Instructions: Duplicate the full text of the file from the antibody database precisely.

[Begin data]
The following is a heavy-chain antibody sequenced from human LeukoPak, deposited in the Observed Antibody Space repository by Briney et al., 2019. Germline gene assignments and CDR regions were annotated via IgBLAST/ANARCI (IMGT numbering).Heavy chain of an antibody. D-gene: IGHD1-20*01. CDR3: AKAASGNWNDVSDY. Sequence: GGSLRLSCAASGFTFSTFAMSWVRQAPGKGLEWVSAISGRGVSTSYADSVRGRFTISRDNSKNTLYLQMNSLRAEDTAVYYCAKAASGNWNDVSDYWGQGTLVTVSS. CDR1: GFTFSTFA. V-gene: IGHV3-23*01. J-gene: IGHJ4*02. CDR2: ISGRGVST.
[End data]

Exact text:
The following is a heavy-chain antibody sequenced from human LeukoPak, deposited in the Observed Antibody Space repository by Briney et al., 2019. Germline gene assignments and CDR regions were annotated via IgBLAST/ANARCI (IMGT numbering).Heavy chain of an antibody. D-gene: IGHD1-20*01. CDR3: AKAASGNWNDVSDY. Sequence: GGSLRLSCAASGFTFSTFAMSWVRQAPGKGLEWVSAISGRGVSTSYADSVRGRFTISRDNSKNTLYLQMNSLRAEDTAVYYCAKAASGNWNDVSDYWGQGTLVTVSS. CDR1: GFTFSTFA. V-gene: IGHV3-23*01. J-gene: IGHJ4*02. CDR2: ISGRGVST.